And when I’m done, completely done, I sit back. I think through what was different – POV, target age, value system. I try to pinpoint what moved me – the character’s emotional arc.

I mentally make lists of what I won’t do. How our two stories will be different. The differences in our characters motivation.

Then I go back to my own project.

Now there’s no scientific study backing my method. But it helps clear my brain and restock ideas.

If your story writing seems to have reached a standstill, work on something else. Preferably writing, but anything creative should do.

I blog. Paint. Sketch. Sometime I’ll even work on other book ideas.
It’s important to stay creative. Don’t be discouraged that you can’t get into story writing mode.

Be consistently creative, and it will happen.

On the other side, don’t try to force it too much.

I’ve read a lot of author’s advice and their universal advice seems to be, Write Every Day.

I do try to write every day. But I know it’s not going to happen. Even if I could write every day, I can’t write on the same project. Instead, I have another mantra –

Imagine something. Scribble down rhyming words. Doodle.
Force your brain to be independent and creative. And story writing will come easier.

This may sound strange, but Pinterest can be incredibly helpful to get back into writing mode. Specifically, starting a story board.

Pinterest is a great way to ‘picture’ your characters. Start a board, pin anything related to your characters.

Pictures, quotes, anything aesthetically related to your characters.

If I’m feeling lost in details or trying to find the words to keep a story moving, being able to see my characters can stir my creativity.

I have several Pinterest boards related to writing. One board for anything remotely related to story writing. I pin all sorts of character inspired images on there. It doesn’t even have to be related to my current Work in Progress. Anything I think *might* be useful later.

I also have specific boards dedicated to each individual character and one board for the overall story.

Knowing your character’s style, exploring their styles, lets you know them on another level entirely. It’s tactile and feels super hands on. I’m not a tactile learner, so I rarely Pinterest my characters. In fact, I only started working on character boards throughout the editing process. As I dug into all the tactile details I often overlooked, I looked to Pinterest for inspiration. Exploring these details lets me balance emotions and daily life for my characters. It helped ground my characters in real life material.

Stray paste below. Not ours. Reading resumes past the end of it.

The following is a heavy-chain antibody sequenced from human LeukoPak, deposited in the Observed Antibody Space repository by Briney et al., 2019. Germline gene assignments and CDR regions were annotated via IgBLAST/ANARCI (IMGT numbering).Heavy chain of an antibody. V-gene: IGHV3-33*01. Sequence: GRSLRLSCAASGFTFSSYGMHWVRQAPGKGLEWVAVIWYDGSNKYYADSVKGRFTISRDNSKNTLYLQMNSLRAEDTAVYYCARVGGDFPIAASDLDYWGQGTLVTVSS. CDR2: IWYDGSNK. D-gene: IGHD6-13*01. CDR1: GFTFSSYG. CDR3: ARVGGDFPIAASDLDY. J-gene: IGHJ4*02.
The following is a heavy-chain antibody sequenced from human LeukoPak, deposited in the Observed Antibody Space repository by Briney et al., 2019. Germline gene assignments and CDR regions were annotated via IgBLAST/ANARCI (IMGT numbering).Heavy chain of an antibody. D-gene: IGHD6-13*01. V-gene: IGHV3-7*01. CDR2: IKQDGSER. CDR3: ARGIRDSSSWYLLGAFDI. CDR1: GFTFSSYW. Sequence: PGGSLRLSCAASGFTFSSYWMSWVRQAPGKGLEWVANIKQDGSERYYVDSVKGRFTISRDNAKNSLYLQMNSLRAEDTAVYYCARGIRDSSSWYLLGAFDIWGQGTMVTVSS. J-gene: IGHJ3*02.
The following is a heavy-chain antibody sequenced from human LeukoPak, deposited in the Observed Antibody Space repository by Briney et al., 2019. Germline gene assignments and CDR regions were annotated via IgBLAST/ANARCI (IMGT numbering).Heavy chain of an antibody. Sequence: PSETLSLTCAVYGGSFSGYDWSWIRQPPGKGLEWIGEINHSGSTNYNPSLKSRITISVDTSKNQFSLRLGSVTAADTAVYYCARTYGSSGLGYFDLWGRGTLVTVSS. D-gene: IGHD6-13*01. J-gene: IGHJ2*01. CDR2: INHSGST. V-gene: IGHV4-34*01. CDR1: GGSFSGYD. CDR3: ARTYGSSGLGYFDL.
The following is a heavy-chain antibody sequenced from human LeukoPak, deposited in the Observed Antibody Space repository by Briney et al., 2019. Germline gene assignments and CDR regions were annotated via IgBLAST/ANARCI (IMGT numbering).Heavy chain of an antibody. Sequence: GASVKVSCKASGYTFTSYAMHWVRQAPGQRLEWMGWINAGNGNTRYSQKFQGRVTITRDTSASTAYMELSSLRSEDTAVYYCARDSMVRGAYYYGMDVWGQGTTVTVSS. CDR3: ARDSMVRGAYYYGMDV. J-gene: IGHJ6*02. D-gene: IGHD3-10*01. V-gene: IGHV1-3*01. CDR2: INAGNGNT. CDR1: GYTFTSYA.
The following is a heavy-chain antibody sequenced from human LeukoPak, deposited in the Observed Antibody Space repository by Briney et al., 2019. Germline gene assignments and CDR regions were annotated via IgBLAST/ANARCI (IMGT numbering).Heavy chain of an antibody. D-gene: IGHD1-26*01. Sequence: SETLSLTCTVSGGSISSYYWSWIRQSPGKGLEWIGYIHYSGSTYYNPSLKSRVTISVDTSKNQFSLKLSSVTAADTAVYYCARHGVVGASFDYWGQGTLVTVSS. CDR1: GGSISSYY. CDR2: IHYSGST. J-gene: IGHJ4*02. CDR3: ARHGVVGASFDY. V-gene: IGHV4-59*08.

Pinterest Story Writing Mode

A pinterest board for just one of my characters


Story Writing Mood Isn’t Everything

It’s great to write when you’re feeling like your characters. I’ve jumped out of bed at 5am to write something for a specific character. I’ve paused in the middle of the day to write a scene from a character’s perspective. I’ve jumped for joy when I find a character’s theme song.

But that doesn’t always happen. You can’t force yourself to write anything more. Sentences are falling apart, you can’t find a way to switch chapters or perspective. It feels like you’ve reached a dead end.

If word creativity isn’t happening for you, try working on the plot. Invest in backstory or world building. Draw family trees, brainstorm about your characters favorite foods.

When writing doesn’t seem to be working, work on just knowing your story. Practically know it better than you know yourself. And the writing will come to you.

Last summer I was too busy to write. I finished work each day wiped out, unable to creatively invest in new scenes. Instead, I began brainstorming about my fictional worlds religion. I’d scribble down ideas in my notebook.

At the end of the summer, I had nothing new written. But I had pages of ideas for world building. And when I dug into writing in the fall, I was able to incorporate my new ideas. The religion became a major plot point, spurring the entire story forward.

Are you in a story writing mode? Go write! Is story mode evasive? Go write, anyway! But seriously, I hope you’re feeling inspired to write after reading all this. But if not, here’s some other resources to help you on your writing journey.

Some more tactile ways to get into your character’s mood from Sarah Fox Getting Into Your Characters Head

Practical tips about writing, with some ideas about crafting character’s emotion from writing screen plays.

How do you get into your character’s moods? Do you use some of the same methods as me? Or other ideas? Share your ideas in the comments! 














  • suzi beeman

    I love this!

  • I know exactly what you mean!! If I’m not in the right mood, I can’t write anything. Great tips!!

    • Thanks! Writing is so much better with the right music and feels!